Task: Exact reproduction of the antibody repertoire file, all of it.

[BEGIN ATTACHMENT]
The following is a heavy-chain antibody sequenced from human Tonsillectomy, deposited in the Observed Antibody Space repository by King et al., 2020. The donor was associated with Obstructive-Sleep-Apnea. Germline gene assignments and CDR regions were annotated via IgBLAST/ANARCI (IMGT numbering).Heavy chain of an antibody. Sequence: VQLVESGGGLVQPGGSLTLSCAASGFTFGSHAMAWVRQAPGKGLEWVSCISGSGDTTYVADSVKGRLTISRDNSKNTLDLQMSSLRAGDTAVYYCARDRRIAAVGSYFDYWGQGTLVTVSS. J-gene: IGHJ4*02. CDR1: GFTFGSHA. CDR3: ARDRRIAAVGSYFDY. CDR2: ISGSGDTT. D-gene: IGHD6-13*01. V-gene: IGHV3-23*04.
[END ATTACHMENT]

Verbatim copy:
The following is a heavy-chain antibody sequenced from human Tonsillectomy, deposited in the Observed Antibody Space repository by King et al., 2020. The donor was associated with Obstructive-Sleep-Apnea. Germline gene assignments and CDR regions were annotated via IgBLAST/ANARCI (IMGT numbering).Heavy chain of an antibody. Sequence: VQLVESGGGLVQPGGSLTLSCAASGFTFGSHAMAWVRQAPGKGLEWVSCISGSGDTTYVADSVKGRLTISRDNSKNTLDLQMSSLRAGDTAVYYCARDRRIAAVGSYFDYWGQGTLVTVSS. J-gene: IGHJ4*02. CDR1: GFTFGSHA. CDR3: ARDRRIAAVGSYFDY. CDR2: ISGSGDTT. D-gene: IGHD6-13*01. V-gene: IGHV3-23*04.